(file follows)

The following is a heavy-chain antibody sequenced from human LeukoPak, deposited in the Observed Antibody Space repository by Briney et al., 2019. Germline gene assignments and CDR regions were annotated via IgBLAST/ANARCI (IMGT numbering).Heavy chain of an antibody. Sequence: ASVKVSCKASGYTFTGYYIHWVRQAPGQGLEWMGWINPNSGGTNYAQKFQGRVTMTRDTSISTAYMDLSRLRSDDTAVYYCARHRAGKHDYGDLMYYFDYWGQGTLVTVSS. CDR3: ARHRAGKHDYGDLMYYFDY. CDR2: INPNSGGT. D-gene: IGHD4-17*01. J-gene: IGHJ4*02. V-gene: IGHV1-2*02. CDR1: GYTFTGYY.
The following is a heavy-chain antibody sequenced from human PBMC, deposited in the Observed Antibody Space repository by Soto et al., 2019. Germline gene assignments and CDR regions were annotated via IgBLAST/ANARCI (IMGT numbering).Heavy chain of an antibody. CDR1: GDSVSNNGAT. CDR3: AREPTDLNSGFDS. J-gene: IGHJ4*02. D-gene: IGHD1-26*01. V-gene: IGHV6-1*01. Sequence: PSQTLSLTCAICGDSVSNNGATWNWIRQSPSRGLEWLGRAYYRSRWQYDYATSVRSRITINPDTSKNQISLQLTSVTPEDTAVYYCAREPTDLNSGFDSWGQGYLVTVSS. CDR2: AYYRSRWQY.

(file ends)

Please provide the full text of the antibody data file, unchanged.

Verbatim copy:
The following is a heavy-chain antibody sequenced from human LeukoPak, deposited in the Observed Antibody Space repository by Briney et al., 2019. Germline gene assignments and CDR regions were annotated via IgBLAST/ANARCI (IMGT numbering).Heavy chain of an antibody. Sequence: ASVKVSCKASGYTFTGYYIHWVRQAPGQGLEWMGWINPNSGGTNYAQKFQGRVTMTRDTSISTAYMDLSRLRSDDTAVYYCARHRAGKHDYGDLMYYFDYWGQGTLVTVSS. CDR3: ARHRAGKHDYGDLMYYFDY. CDR2: INPNSGGT. D-gene: IGHD4-17*01. J-gene: IGHJ4*02. V-gene: IGHV1-2*02. CDR1: GYTFTGYY.
The following is a heavy-chain antibody sequenced from human PBMC, deposited in the Observed Antibody Space repository by Soto et al., 2019. Germline gene assignments and CDR regions were annotated via IgBLAST/ANARCI (IMGT numbering).Heavy chain of an antibody. CDR1: GDSVSNNGAT. CDR3: AREPTDLNSGFDS. J-gene: IGHJ4*02. D-gene: IGHD1-26*01. V-gene: IGHV6-1*01. Sequence: PSQTLSLTCAICGDSVSNNGATWNWIRQSPSRGLEWLGRAYYRSRWQYDYATSVRSRITINPDTSKNQISLQLTSVTPEDTAVYYCAREPTDLNSGFDSWGQGYLVTVSS. CDR2: AYYRSRWQY.